A Mortgage Broker Can Pay Off for You
Maybe you're buying your first home or maybe you're just considering upgrade residences. Either way, you're going to need a mortgage to pay for your new home. Should you apply at the bank for a loan or should you take advantage of a mortgage broker's services? The decision really depends on a variety of factors, but most important is your personal preference and needs.
How do mortgage brokers differ from loan officers?
As an employee of a bank or lending company, a bank loan officer processes loans and mortgages for his or her employer. The main difference between loan officers and mortgage brokers is that mortgage brokers are not employees of a particular lending company; they are independent or freelance agents.
Mortgage brokers can work with just a few or even hundreds of lending companies whereas a bank loan officer is an employee of one particular bank. Though a bank officer may be able to offer a few different types of mortgages, they all originate from just one place whereas a mortgage broker works with tens or even hundreds of companies. It is a mortgage broker's job to bring together borrowers and lenders – for a fee, of course. A mortgage broker is essentially a go-between. They do not lend you the money; they find the people who will lend you money for your new home.
Mortgage brokers do a lot more of the research for you. They evaluate you as a homebuyer, and taking into account your credit standing, they decide which lender will best suit your needs. A mortgage broker submits the loan application on your behalf and works with you until it goes through. You can do this research yourself if you have time, but a mortgage broker has a working relationship already established with many of these lending companies and that may result in a better deal for you. Mortgage brokers secure loans through many types of investors including investment banks, savings and loans and even private sources.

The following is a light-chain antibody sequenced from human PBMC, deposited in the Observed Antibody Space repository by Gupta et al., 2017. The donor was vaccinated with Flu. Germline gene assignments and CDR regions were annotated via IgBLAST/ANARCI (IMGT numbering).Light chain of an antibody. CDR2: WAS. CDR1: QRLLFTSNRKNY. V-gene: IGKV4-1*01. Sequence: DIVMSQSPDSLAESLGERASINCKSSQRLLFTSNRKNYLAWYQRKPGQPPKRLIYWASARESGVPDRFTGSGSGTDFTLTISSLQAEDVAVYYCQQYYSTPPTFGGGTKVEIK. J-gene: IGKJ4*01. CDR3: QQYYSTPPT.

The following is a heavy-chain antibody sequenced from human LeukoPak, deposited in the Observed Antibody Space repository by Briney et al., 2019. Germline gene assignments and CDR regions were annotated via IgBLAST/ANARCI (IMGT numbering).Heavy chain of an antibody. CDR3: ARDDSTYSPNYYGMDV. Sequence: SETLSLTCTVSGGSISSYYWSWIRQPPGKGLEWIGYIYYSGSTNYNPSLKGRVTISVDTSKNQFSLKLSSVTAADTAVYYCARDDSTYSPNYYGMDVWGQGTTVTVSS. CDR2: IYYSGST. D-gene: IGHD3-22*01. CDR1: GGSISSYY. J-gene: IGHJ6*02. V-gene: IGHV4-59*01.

Most of the mortgages you may have seen on the Internet are put there by mortgage brokers. Many in-person or online mortgage brokers have connections to lenders in all different parts of the country, which is something that has its own pros and cons. You may end up getting a better rate, but an out of area company may not have the necessary knowledge of property in your area or specific property features and classifications. In the longer run, this probably won't be an issue; there just might be a slight delay in processing your application until all terms and questions about the property are answered.
If you're having trouble securing a loan from a bank, a mortgage broker may be your best bet. Mortgage brokers are often able to find a lender for applications that banks refuse. So there is hope if your local bank has turned you down – you just need to expand your search for a lender to online banks or a mortgage broker.
To prepare for a meeting with a mortgage broker, you should obtain copies of your credit history. Though a mortgage broker is able to do this, it will save time and hassle if you bring these with you to the initial meeting. The mortgage broker will be able to give you a much clearer idea of the type of loan and terms he or she can secure for you if they know what your current credit situation is.
You do need to remember that mortgage brokers get paid a fee for the transaction so they are working for their own interests as well as yours. The higher a rate they get for the lending company, the more their commission will be so let them tell you what terms they can obtain rather than what you're willing to accept.
Remember that everyone's needs are different. Talk to family and friends and see whether they secured their mortgage through the bank or through a mortgage broker. Do some investigating to find the best loan terms and transaction time. Your real estate agent may also be able to make some useful suggestions or even refer you to a suitable mortgage broker.
By Diane Tuman
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